Now, CFC has won a large contract that requires rapid delivery of new, larger production equipment. When these new components arrive, Fred prepares to unload the massive pallets from the delivery trucks, but he finds that the weight and configuration of the new machinery make maneuvering the loads extremely difficult. He suspects the weight of the pallets might exceed the capacity of even the largest lift truck available to him. As Fred struggles with one particularly heavy load, he thinks that the back wheels of his truck lift briefly off the ground. Fred becomes concerned, stops unloading the trailer, tells Suzy the task cannot be done safely, and briefly leaves the area.
The plant is under pressure to get the new equipment promptly installed and validated. Surprised by Fred’s actions, Suzy escalates the situation by alerting Tom and Sharon. As far as Suzy is concerned, Fred’s behavior amounts to insubordination and should be reflected in his pending 360 performance review. Fred takes issue with this and files a report on the parent company’s ethics hotline. Although Tom and Sharon value Suzy’s opinion and want supervisors to have reasonable autonomy to operate their departments, Suzy’s position appears to conflict with efforts at improving CFC’s employee empowerment. Furthermore, all members of the plant leadership believe that there are times and situations that require all employees to pitch in to meet a common objective.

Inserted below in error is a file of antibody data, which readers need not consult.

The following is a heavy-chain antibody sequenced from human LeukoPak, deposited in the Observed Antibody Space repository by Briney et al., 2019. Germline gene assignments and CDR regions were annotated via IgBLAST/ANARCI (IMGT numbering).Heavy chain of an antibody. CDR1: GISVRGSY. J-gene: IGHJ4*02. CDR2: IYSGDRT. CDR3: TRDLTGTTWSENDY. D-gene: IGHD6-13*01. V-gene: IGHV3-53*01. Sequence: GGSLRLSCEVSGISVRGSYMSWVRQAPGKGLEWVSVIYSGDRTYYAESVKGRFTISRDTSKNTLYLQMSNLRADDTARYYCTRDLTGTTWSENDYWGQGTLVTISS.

FOR DISCUSSION Should an individual’s response to a perceived safety risk have any impact on their performance review? Did Fred have any specific obligations to his coworkers or alternatives to leaving his work mid-task? What potential message would the plant leadership send to other employees if they support Fred’s actions? What if the leadership suggests that this situation requires everyone to get through the task safely and address any issues as soon as possible afterwards? How should the corporate ethics office respond in this situation, if at all?